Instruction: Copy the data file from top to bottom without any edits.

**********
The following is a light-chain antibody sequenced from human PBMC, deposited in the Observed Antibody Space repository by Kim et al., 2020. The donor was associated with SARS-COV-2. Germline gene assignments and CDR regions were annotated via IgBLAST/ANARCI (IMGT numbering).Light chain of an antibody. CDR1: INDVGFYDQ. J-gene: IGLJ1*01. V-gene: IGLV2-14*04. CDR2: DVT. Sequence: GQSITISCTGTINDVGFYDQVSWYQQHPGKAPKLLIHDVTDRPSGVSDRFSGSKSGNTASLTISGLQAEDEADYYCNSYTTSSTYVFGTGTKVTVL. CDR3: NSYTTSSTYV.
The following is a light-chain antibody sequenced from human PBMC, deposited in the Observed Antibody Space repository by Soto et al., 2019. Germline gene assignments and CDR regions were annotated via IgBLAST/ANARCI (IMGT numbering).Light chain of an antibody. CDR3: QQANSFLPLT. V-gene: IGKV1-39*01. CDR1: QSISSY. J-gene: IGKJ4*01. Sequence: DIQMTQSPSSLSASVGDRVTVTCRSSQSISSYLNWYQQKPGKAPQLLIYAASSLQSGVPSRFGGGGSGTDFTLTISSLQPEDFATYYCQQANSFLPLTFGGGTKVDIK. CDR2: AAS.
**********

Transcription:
The following is a light-chain antibody sequenced from human PBMC, deposited in the Observed Antibody Space repository by Kim et al., 2020. The donor was associated with SARS-COV-2. Germline gene assignments and CDR regions were annotated via IgBLAST/ANARCI (IMGT numbering).Light chain of an antibody. CDR1: INDVGFYDQ. J-gene: IGLJ1*01. V-gene: IGLV2-14*04. CDR2: DVT. Sequence: GQSITISCTGTINDVGFYDQVSWYQQHPGKAPKLLIHDVTDRPSGVSDRFSGSKSGNTASLTISGLQAEDEADYYCNSYTTSSTYVFGTGTKVTVL. CDR3: NSYTTSSTYV.
The following is a light-chain antibody sequenced from human PBMC, deposited in the Observed Antibody Space repository by Soto et al., 2019. Germline gene assignments and CDR regions were annotated via IgBLAST/ANARCI (IMGT numbering).Light chain of an antibody. CDR3: QQANSFLPLT. V-gene: IGKV1-39*01. CDR1: QSISSY. J-gene: IGKJ4*01. Sequence: DIQMTQSPSSLSASVGDRVTVTCRSSQSISSYLNWYQQKPGKAPQLLIYAASSLQSGVPSRFGGGGSGTDFTLTISSLQPEDFATYYCQQANSFLPLTFGGGTKVDIK. CDR2: AAS.